We track the development of our 2.5 year-old daughter, Tess, by the things that she knows. When we play, I ask her the names of objects: moon, star, fire truck, apple, couch, shoe, Cheerio-crushed-into-carpet, and then we move seamlessly into the category of Choking Hazards—button, quarter, marbles, Kibbles, peppermint candy.

Unconsciously noun-obsessed, I teach her about things—and that she is separate from them, apart—that she is her own self and they are out there, things to be named. Sometimes we branch off happily into proper nouns: Johnny Cash, Santa Claus (who, according to her, says “Ho, Ho, Ho Chih Minh” and no, I’m not kidding and yes, I know therapy will be in her future), Spongebob Squarepants, and Dora the Explorer (my lord, does she have to incessantly repeat herself, that Dora, incessantly repeat herself, that Dora, that map, that map, that irritating backpack, backpack, backpack wedged into every synapse?)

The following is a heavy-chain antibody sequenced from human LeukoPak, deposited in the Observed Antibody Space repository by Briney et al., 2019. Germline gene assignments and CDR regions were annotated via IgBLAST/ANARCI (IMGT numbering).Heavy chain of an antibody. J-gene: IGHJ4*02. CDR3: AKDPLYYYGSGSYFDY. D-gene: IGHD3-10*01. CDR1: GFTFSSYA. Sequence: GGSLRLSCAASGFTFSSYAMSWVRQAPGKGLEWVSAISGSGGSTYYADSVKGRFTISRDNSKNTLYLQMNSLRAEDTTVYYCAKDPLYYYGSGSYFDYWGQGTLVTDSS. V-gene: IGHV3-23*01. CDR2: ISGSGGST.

Primer_look_dickStudies have shown that in the U.S., children learn nouns much more rapidly than they learn verbs. (Nouns are easier to learn—they belong to categories, they’re unambiguous). Not so in East Asian countries where children learn verbs at a faster rate. Japanese mothers are more likely to ask about feelings, using feeling-related words when their children act up: “The toy is crying because you threw it.” “The wall says ouch,” Nisbett reports. By focusing on feelings, children are taught to anticipate reactions of other people… it’s all about the relationship, not the thing.